Bradford Protein Assay

Feb 10, 2021
By Madison Williams

Bradford Protein Assay

What is the general purpose? A Bradford Protein Assay detects protein concentrations in a sample solution based on the color change of the dye used.

Why do we use it? This technique is used to determine the amount of protein found in a protein sample. One reason you might need to know how much protein is in your sample is to run a Western Blot. When preparing for a Western Blot, you need to know how much of your sample solution to add to get a specific amount of total protein. The Bradford Protein Assay is a quick and easy way to do that! 

How does it work? Bradford protein assays use a special blue dye, Coomassie Blue, which can bind to the protein in the sample. The dye will change the color of the sample based on the amount of protein in the sample that it can bind to. The Coomassie Blue dye starts off brown in color, and turns the sample blue as it binds to protein. A Bradford Protein Assay is shown below–the more protein in the sample, the more saturated the blue color will be. Samples with less protein in them will remain brown or light blue. Check out the different colors!


First you will need a 96-well plate (shown above). You must use a protein standard when doing this assay. The Bovine Serum Albumin (BSA) protein standard must be added in different concentrations to 8 wells. This protein standard serves as your reference point. Because the standard is split into different concentrations across the 8 wells, some wells will turn a different color. Some wells will be closer to brown, while other wells will be blue.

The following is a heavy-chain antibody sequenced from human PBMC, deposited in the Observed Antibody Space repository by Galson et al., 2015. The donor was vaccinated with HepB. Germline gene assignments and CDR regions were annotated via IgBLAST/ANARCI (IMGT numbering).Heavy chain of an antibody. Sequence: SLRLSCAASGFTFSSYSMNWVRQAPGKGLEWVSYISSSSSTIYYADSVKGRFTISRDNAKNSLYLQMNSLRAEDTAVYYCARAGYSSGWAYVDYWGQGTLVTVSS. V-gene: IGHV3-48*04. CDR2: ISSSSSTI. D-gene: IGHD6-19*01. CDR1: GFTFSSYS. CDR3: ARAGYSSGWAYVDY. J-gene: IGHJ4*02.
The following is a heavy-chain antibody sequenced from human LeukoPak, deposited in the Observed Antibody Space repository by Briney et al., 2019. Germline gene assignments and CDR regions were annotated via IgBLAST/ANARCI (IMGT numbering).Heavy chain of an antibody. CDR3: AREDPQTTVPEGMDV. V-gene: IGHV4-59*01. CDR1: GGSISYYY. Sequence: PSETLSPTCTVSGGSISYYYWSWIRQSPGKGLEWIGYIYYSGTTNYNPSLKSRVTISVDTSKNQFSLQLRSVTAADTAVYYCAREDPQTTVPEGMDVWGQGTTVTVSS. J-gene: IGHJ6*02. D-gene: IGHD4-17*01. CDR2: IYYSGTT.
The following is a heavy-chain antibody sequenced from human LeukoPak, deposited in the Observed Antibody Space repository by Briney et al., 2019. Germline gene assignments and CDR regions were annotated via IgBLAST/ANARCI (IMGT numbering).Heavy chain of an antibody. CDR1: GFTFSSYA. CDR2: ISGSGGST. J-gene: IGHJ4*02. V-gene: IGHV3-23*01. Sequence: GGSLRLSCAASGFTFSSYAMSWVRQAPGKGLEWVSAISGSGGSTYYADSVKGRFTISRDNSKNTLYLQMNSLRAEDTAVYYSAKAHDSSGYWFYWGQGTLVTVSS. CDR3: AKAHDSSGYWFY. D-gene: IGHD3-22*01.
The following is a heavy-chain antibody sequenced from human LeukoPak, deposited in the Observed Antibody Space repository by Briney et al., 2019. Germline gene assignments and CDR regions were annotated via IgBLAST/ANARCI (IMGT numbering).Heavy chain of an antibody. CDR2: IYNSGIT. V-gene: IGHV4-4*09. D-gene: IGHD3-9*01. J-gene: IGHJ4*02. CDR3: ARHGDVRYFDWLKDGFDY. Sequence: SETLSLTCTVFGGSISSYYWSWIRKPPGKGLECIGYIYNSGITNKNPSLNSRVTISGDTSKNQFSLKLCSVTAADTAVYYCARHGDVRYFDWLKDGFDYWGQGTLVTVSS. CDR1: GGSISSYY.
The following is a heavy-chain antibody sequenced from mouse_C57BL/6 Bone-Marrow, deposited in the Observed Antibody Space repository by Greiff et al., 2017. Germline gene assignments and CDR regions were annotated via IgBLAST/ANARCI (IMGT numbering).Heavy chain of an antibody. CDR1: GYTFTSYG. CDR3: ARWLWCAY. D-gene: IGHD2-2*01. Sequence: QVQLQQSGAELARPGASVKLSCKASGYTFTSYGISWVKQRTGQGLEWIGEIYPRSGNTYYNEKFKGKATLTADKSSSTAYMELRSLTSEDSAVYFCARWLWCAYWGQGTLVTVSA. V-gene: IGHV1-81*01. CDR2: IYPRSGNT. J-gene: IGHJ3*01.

A small amount of your protein sample is then added to empty wells beside the standards. The number of wells you use will depend on the number of samples you have. Next, the Coomassie Blue dye will be added to the protein samples you want to quantify. Set your plate on a plate shaker (shown below) for 30 seconds. This will ensure that your sample and the Coomassie Blue dye have mixed well. For the next step, you need to let your plate incubate at room temperature. You will want to put it in a dark place, such as in a drawer, for 10 minutes.

After your samples have incubated, the final step is to use a plate reader to “read” each sample. It will use the color of the sample to determine the amount of protein present compared against the standard. You’ll then know how much protein you have in your sample and can use that knowledge to calculate how much of it you want to use for your Western Blot.

And that’s it! Pretty easy, huh? You can typically do this experiment within 30 minutes! 

Edited by Emma Goldberg and Whitney Bell